SPATIAL AND TEMPORAL HABITAT USE BY BIOLUMINESCENT MARINE OSTRACODS

dc.contributor.authorGerrish, Gretchen Anne
dc.date.accessioned2008-04-30T20:03:46Z
dc.date.available2013-04-30T06:11:30Z
dc.date.issued2008-04-30T20:03:46Z
dc.description.abstractThroughout the Caribbean, there exists a diversity of nocturnal ostracod species that conduct nightly bioluminescent courtship displays over seagrass bed and reef habitats. Identification and naming of these species began as early as 1975 and since then, researchers have focused on the chemistry and behaviors associated with their bioluminescence displays. However, minimal knowledge of their basic ecology exists in the current literature. Here, I develop the natural history of the seagrass bed inhabitant, Vargula annecohenae. First, I describe the three to four month life cycle of this bioluminescent marine ostracod, which consists of an initial 18.4 ? 0.52 days of embryonic development, approximately 20 day duration for each of five juvenile instars, and maximum survival of 180 days for adults. Second, I quantify the activity of each age class in relation to lunar light. The foraging behavior of juveniles does not change based on the intensity of lunar light, however adult foraging and courtship behaviors are significantly reduced by the presence of anything greater than a third of a moon illuminating the sky. Third, I use the life cycle and activity information in modeling dispersal for V. annecohenae across a heterogeneous 12.2 x 3.6 km portion of seagrass bed habitat. Models based on mark and recapture studies indicate males could move as far as 390 m in their lifetime meaning genetic differences across a distance of 12.2 km would be unlikely if the habitat was continuously suitable and homogenous. However, highly significant genetic differences were observed within the 12.2 km by 3.6 km region of study. Analyses of habitat variables (water velocity, water depth, seagrass density) in a geographic information system (GIS) indicate that physical barriers to dispersal influence gene flow within this system. Finally, I asked whether habitat constraints acted upon other species of bioluminescent ostracods by measuring the spatial and temporal differentiation of courtship displays in three coexisting reef species. Despite some overlap, each species displayed in a specific microhabitat, initiated its display and peaked in display density at places and times distinct from those of the other two species.en_US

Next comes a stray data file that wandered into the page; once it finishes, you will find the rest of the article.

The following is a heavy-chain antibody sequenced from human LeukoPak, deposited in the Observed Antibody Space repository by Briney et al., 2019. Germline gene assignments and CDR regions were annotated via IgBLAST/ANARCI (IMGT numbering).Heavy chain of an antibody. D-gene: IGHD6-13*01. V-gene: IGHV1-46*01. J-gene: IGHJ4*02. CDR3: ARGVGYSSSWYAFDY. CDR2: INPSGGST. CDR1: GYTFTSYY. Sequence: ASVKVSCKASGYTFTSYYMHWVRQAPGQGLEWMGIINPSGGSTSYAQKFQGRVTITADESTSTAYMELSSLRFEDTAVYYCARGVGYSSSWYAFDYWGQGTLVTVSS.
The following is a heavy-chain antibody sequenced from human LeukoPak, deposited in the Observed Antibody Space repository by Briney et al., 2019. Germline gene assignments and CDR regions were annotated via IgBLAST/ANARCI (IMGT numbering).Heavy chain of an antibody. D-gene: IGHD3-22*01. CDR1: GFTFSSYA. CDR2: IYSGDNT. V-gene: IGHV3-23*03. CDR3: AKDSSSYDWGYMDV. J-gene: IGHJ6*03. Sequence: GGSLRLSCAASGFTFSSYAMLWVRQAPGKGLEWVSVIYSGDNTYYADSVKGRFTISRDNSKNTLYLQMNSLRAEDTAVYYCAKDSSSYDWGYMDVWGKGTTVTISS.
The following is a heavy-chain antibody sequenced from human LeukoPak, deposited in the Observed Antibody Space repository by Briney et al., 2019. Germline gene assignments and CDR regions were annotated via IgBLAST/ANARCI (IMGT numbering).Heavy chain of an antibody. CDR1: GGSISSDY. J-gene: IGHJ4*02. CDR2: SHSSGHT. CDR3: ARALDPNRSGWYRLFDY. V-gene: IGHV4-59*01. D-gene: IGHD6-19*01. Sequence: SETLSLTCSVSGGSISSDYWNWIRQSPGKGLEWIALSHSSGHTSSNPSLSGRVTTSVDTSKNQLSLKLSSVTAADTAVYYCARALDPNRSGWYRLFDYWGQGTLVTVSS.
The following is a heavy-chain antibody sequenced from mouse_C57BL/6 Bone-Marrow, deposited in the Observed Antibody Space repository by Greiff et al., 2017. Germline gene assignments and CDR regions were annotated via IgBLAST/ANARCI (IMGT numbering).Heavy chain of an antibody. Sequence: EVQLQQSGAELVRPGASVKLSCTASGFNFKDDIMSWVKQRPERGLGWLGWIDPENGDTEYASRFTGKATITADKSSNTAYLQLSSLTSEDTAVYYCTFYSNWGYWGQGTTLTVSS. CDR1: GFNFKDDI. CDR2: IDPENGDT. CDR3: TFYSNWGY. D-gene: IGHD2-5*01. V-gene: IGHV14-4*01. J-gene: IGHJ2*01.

dc.description.sponsorshipSigma Xi, the Mario Einaudi Center for International Studies, the Orenstein Fund, Lerner Grey Fund for Marine Science, and the Andrew W. Mellon Foundationen_US
dc.identifier.otherbibid: 6397124
dc.identifier.urihttps://hdl.handle.net/1813/10753
dc.language.isoen_USen_US
dc.subjectbioluminescent ostracoden_US
dc.subjectVargula annecohenaeen_US
dc.subjectlife cycleen_US
dc.subjectlunar cycleen_US
dc.subjectGISen_US
dc.subjectmark and recaptureen_US
dc.titleSPATIAL AND TEMPORAL HABITAT USE BY BIOLUMINESCENT MARINE OSTRACODSen_US
dc.typedissertation or thesisen_US
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